Its name, In Context, encapsulates the ideology of RTA, who has built in close relationships between buildings and the environment, the Objectspace building itself created by RTA, as well as many others in the neighbourhood.
“Context is one of architecture’s fundamental concerns, and the exhibition delivers a set of established and emerging approaches,” says Barrie.
Freemans Bay School
The experience will centre on a 3D model of the regions in Aotearoa where RTA Studio projects are located. The top surface will be contoured to depict these coastal, rural, suburban and urban zones stretching from the tank farm on Auckland’s waterfront to the gritty district around Karangahape Road, and from the Victorian charm of Auckland’s inner suburbs to pastoral settings of the central North Island and ultimately the distinctive mountainous spine of the Southern Alps.
The variety of landscapes is an ode to the range RTA have built with, traversing architectural forms, from fancy waterfront apartments, dense office dwellings, to isolated houses in the Southern Alps.
Barrie says, “The exhibition grouped certain contexts together, including parts of Auckland city, and featuring places from all over New Zealand.”
The 10-metre-long display forms an imaginary, spliced-together map of New Zealand - the geospatial backdrop to 30 buildings. Each building is presented as a miniature paper model which has been laser printed then assembled by hand.
Within the gallery, a folded plane of paper with a crease that aligns with the axis of the model becomes a metaphorical sky, creating a more intimate spatial experience for visitors.
Barrie says, the project has taken eight months altogether, but three months in earnest, helped by some forty-five architecture students.
The team chose to make the display entirely of paper and corrugated cardboard so that the exhibition generates zero waste. Once the show closes, all its elements either return to the suppliers or are disassembled and put into the recycle bin.
“As a representation of the state of architecture in New Zealand, the exhibition goes beyond bread-and-butter contextualism where the architect comes up with thoughtful and interesting ways to fit in with the scale and character of the neighbours,” says Barrie.
Through scaled-down representations of some of RTA Studio’s best-known work, In Context becomes a broader survey of how architects can insert their buildings into their context across typologies such as residential, retail, commercial and educational.
The E-type House, for instance, is a private dwelling in Auckland made up of three interconnected boxes with repetitive peaked roof forms that blend in with a neighbourhood where villas were often built in pairs or triplets.
Ironbank, a mixed-use development on Karangahape Road, knits into the highly pedestrianised street-front via a concrete façade that is an abstraction of the historical frontages that surround it. In contrast, the stacked boxes that comprise the five office towers behind this public face respond to the ad-hoc fabric of Cross Street which the building backs on to.
These two projects embrace context in the immediate vicinity, but sometimes the architect has to draw a longer bow. Tarawera High School on the edge of Kawerau is located in a semi-rural setting. “The direct context – suburban housing and paddocks – wasn’t all that helpful,” says Barrie. “But the community and student body is predominantly Māori so the design was guided by the idea of ley lines (a spiritual belief that invisible lines within the landscape link objects of importance) and the concept of whakapapa – the Māori take on genealogy which places the emphasis on rivers, mountains and place.”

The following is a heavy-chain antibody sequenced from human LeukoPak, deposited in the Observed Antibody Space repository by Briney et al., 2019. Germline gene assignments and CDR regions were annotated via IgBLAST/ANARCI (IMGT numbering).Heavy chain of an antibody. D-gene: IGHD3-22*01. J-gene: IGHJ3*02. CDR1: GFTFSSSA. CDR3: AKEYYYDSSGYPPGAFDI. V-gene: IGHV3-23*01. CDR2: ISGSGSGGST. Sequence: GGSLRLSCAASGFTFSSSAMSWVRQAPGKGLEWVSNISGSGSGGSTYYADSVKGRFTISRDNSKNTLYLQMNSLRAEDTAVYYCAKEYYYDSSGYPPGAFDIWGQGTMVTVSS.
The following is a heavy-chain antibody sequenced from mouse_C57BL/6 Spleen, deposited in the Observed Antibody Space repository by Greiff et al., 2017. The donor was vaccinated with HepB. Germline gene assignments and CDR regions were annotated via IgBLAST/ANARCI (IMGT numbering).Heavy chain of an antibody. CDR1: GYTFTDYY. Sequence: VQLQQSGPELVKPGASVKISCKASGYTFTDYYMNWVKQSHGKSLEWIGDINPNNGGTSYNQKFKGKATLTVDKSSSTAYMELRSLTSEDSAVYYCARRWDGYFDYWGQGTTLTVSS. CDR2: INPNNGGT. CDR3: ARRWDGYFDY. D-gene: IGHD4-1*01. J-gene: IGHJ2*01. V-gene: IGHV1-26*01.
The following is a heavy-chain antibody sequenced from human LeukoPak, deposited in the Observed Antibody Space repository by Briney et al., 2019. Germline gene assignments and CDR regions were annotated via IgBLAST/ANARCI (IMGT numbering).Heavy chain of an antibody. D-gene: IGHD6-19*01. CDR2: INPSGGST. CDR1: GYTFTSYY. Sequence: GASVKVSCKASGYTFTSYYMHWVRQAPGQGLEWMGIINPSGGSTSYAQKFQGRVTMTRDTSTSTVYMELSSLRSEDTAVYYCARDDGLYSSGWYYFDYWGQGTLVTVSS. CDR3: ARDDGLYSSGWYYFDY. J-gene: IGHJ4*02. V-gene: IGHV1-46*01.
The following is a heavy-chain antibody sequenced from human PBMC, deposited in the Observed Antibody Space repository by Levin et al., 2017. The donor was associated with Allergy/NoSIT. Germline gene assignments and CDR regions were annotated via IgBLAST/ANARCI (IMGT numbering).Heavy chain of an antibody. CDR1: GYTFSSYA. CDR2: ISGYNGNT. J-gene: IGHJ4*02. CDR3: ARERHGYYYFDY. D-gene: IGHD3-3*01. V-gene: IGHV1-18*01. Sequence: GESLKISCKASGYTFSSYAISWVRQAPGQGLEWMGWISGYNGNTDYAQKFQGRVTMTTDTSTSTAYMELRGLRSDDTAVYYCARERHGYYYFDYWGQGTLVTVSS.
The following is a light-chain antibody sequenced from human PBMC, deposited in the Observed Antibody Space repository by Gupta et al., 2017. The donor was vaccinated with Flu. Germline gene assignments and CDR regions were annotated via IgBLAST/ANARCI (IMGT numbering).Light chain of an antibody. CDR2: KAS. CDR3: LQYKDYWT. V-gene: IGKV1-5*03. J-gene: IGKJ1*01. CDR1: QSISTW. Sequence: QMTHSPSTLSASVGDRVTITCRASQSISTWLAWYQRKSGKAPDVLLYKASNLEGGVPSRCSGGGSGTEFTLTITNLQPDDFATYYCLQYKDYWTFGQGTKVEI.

Another school reworked its context so that the building enjoyed a much closer relationship with its community. “Most schools are like suburban houses, with classrooms and a hall that sit in the middle of the playground a long way from the street,” says Barrie.
RTA’s update of Freeman’s Bay Primary created a front entrance directly on the street with a covered area where parents can wait for their children under shelter. “It allows waiting parents to meet others and I have heard that the principal often wanders around for a chat too,” says Barrie. “It’s a design idea that serves people – a contextual move that makes the building very present in the neighbourhood that also strengthens community ties.”
Because many of the projects are located in the vicinity of the Objectspace gallery, a walking-tour map has been developed to coincide with the opening. Visitors can take a stroll through the neighbourhood to the buildings shown in the paper model in real-life.
RTA Studio, which celebrates its 20th anniversary this year, also renovated and repurposed the Objectspace building itself, transforming it with an abstract façade that speaks of the quality and precision of the makers’ work inside.
“It is poignant for us to work with RTA as the inaugural architectural practice in what will be a biennial exhibition, we plan to work with an architect or practice on a creative project developed outside of the normal constraints of commercial practice, The series will investigate methods for how architecture can be experienced in a gallery context and the contribution the discipline can make to our sense of culture and place.” Kim Paton, gallery director.
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